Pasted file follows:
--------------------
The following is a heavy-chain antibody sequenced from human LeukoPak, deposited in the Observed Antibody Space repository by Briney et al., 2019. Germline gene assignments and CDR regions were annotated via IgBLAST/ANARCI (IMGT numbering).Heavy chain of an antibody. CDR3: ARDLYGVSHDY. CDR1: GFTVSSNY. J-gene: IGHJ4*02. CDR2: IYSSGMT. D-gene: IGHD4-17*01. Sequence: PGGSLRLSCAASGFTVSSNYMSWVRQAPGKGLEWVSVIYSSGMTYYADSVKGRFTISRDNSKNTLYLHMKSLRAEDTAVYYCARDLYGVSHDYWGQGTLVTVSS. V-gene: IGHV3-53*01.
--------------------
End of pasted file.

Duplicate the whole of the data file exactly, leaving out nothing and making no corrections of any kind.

The following is a heavy-chain antibody sequenced from human LeukoPak, deposited in the Observed Antibody Space repository by Briney et al., 2019. Germline gene assignments and CDR regions were annotated via IgBLAST/ANARCI (IMGT numbering).Heavy chain of an antibody. CDR3: ARDLYGVSHDY. CDR1: GFTVSSNY. J-gene: IGHJ4*02. CDR2: IYSSGMT. D-gene: IGHD4-17*01. Sequence: PGGSLRLSCAASGFTVSSNYMSWVRQAPGKGLEWVSVIYSSGMTYYADSVKGRFTISRDNSKNTLYLHMKSLRAEDTAVYYCARDLYGVSHDYWGQGTLVTVSS. V-gene: IGHV3-53*01.